State v. UffelmanAnnotate this Case
626 A.2d 340 (1993)
STATE of Maine v. Richard B. UFFELMAN.
Supreme Judicial Court of Maine.
Argued April 28, 1993.
Decided June 2, 1993.
Michael E. Carpenter, Atty. Gen., Charles K. Leadbetter (orally), Asst. Atty. Gen., Augusta, for plaintiff.
Tina Schneider, (orally), Portland, for defendant.
Before WATHEN, C.J., and ROBERTS, GLASSMAN, CLIFFORD, COLLINS, RUDMAN and DANA, JJ.
*341 RUDMAN, Justice.
Richard B. Uffelman appeals from the judgments entered on jury verdicts in the Superior Court (Aroostook County, Browne, A.R.J.), convicting him of two counts of intentional or knowing murder. See 17-A M.R.S.A. § 201(1)(A) (1983). Uffelman's contentions on appeal fall into three categories: (1) denial of his right to a speedy trial; (2) claims of ineffective assistance of counsel; and (3) alleged obvious errors in the court's jury instructions. We affirm the judgments of the Superior Court.Factual Background
Uffelman, his wife, and two children, were living in Machiasport in 1987 when Michael and Florence Phillips moved into a new home diagonally across the street from their home. The relationship between the two families deteriorated to the point where each family filed a series of complaints against the other with various law enforcement personnel. Due to his apparent fear of the Phillips family, Uffelman installed a sophisticated alarm system, planned an intricate system of escape routes, and kept an arsenal of weapons at his home.
The Phillips family, themselves concerned for their safety, set up a VCR camcorder at their home that focused on Uffelman's home located across the street. On August 29, 1989, after finishing their dinner, Michael and Florence Phillips went for a walk. As they walked past Uffelman's home, they were met with a barrage of gunfire. After wounding both Michael and Florence, Uffelman ran into the street and shot them both at point blank range, killing them. Uffelman then ran back into his home and phoned the police. The incident was captured by the camcorder. Uffelman claimed that Michael and Florence initiated the incident and that he fired at them in self-defense and the defense of his family.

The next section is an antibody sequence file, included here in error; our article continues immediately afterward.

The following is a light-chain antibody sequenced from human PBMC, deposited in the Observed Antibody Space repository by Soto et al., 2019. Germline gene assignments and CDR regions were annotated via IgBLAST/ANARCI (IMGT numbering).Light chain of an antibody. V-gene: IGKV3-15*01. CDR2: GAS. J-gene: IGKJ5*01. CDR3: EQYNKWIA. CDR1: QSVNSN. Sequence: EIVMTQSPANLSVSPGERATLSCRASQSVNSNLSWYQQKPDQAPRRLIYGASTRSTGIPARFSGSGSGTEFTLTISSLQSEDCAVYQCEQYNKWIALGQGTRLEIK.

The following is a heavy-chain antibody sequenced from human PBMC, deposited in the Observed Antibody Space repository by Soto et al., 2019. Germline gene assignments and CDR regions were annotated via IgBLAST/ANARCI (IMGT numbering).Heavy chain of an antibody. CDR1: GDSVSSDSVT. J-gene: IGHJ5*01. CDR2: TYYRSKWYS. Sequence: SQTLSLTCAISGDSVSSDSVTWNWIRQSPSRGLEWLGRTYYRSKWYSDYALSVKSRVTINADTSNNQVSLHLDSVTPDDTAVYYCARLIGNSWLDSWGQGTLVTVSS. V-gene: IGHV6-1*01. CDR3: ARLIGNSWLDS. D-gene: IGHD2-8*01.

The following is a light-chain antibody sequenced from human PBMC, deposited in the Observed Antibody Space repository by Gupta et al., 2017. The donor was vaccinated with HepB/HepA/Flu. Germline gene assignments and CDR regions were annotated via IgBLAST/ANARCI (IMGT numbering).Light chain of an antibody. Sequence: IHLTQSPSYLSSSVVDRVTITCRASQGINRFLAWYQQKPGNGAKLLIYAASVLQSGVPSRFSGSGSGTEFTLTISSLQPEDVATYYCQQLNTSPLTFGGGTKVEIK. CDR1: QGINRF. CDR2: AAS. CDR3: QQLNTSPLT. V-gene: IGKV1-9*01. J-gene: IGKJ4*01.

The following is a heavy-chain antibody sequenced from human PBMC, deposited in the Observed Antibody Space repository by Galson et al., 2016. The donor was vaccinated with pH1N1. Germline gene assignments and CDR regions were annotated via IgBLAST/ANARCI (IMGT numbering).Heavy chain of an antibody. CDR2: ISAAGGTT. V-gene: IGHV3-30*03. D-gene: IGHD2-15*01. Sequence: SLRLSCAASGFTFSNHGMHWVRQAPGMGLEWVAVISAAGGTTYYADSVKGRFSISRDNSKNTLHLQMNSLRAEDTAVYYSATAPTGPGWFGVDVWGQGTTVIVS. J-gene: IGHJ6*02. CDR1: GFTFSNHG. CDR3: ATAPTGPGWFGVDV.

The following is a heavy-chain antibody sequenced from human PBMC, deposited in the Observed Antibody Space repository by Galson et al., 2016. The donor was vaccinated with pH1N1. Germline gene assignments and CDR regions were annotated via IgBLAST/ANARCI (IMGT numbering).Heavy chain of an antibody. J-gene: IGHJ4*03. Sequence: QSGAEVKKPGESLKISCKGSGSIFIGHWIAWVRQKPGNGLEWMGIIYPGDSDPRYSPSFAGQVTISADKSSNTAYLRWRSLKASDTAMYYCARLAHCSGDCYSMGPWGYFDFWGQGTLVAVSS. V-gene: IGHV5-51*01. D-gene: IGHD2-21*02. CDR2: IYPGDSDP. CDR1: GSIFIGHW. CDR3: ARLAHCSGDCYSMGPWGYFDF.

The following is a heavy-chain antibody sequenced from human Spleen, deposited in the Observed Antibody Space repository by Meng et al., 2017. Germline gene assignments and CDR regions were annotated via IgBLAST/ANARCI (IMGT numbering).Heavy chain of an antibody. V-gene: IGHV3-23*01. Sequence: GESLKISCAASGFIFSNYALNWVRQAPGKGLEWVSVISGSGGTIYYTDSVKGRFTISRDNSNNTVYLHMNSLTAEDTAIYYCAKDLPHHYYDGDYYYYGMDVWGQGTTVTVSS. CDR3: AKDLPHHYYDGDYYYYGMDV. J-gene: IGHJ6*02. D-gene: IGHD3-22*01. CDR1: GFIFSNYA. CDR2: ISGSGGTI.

After being indicted on two counts of intentional or knowing murder by the Washington County Grand Jury on September 7, 1989, Uffelman entered pleas of not guilty and not criminally responsible by reason of insanity to both counts. Venue for trial was subsequently changed to Aroostook County. The trial was bifurcated and the jury, following the first phase, found Uffelman guilty of murder on both counts. Two days later, following the second phase of trial, the jury rejected Uffelman's insanity defense. On December 30, 1991, Uffelman was sentenced to the custody of the Department of Corrections for a term of 50 years for the murder of Michael Phillips, and a concurrent life sentence for the murder of Florence Phillips. This appeal followed.I. Speedy Trial Right
Uffelman contends that the twenty-five month delay between his indictment, on September 7, 1989, and his trial, commencing on October 7, 1991, violated his Constitutional right to a speedy trial. See U.S. Const. amend. VI; Me. Const. art. I, § 6. In reviewing allegations of speedy trial violations, we apply the four factors originally set forth by the United States Supreme Court in Barker v. Wingo, 407 U.S. 514, 530-32, 92 S. Ct. 2182, 2191-93, 33 L. Ed. 2d 101 (1972): (1) length of delay; (2) reasons for delay; (3) defendant's assertion of his right; and (4) prejudice to defendant. See State v. Joubert, 603 A.2d 861, 863 (Me.1992). While the length of the delay, and the prompt assertion by Uffelman of his right to a speedy trial, necessitate an inquiry into his claim, application of the second Barker factor, namely, the reasons for the delay, is fatal to Uffelman's contention. The great bulk of the delay was occasioned by Uffelman, as a result of his request to obtain an independent psychiatric evaluation, his motion for a change of venue, and his motion for a continuance to permit a change of counsel. Accordingly, his constitutional right to a speedy trial was not violated.II. Ineffective Assistance of Counsel